In today’s world, the word education is almost synonymous with the word degree. Graduating from a college or institution is often considered the pinnacle of a person’s learning career. Rarely is there talk of education after an individual earns the credibility of a formal education. But is one’s education mastered once he or she receives a graduation certificate?
Members of the Church have been counseled to obtain as much education as possible. President Gordon B. Hinckley said to “take advantage of every educational opportunity that you can possibly afford,” (“Inspirational Thoughts,” Liahona, June 1999, 5). Many General Authorities have explained that this means education should not conclude at graduation, but instead, expand and accumulate for the rest of our lives.
This process of lifelong learning brings personal fulfillment and enriches life. Elder Dallin H. Oaks said: “There are few things more fulfilling and fun than learning something new. Great happiness, satisfaction, and financial rewards come from this. An education is not limited to formal study. Lifelong learning can increase our ability to appreciate and relish the workings and beauty of the world around us” (“Learning and Latter-day Saints,” Liahona, Apr. 2009, 31). When people continue their education, they are growing—they become more interested and interesting, they develop skills that the modern job market requires, and they are informed and engaged in the world around them. On the other hand, if people believe their education is complete or “ripe,” it will slowly go to waste. In an address given to institute students in Moscow, Idaho, Elder Henry B. Eyring said, “Our education must never stop. If it ends at the door of the classroom on graduation day, we will fail” (“Education for Real Life,” Ensign, Oct. 2002).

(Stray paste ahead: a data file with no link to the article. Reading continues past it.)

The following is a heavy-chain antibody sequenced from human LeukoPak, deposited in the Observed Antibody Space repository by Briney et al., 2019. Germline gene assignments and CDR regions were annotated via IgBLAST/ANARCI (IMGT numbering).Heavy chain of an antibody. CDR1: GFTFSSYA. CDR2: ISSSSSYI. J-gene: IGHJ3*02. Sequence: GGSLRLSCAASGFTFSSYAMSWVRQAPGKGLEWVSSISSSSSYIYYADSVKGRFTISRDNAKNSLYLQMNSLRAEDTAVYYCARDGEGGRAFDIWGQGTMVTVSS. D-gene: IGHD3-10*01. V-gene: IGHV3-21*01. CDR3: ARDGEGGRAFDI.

With an ever-changing job market and more people receiving degrees than ever before, it is becoming increasingly important for individuals to find ways to stand out to employers when searching for a job. Continuing education after college to increase your variety of skills may make you a more marketable candidate for employment. Find community courses and Internet tutorials to learn new office skills and software; read books on writing and editing to improve professional communication; study a language that would be useful in a global market; endeavor to become more expert in your own field. As the dimensions of your skills and knowledge expand, you will become even more attractive to an employer than your degree alone can afford you.
Not only will continuing education increase your opportunities in the work field, but it will increase your ability to serve in the Lord’s kingdom. Pray for the Spirit to direct you as you search for more educational opportunities. The scriptures teach us to increase our knowledge of things both secular and spiritual, “that ye may be prepared in all things when I shall send you again to magnify the calling whereunto I have called you, and the mission with which I have commissioned you” (see D&C 88:76 – 80). The Lord knows your gifts and hidden talents and how they may benefit you as well as those He would have you serve. As you faithfully continue your education, doors of opportunity will open and you will be able to serve to a greater capacity in the Lord’s kingdom.
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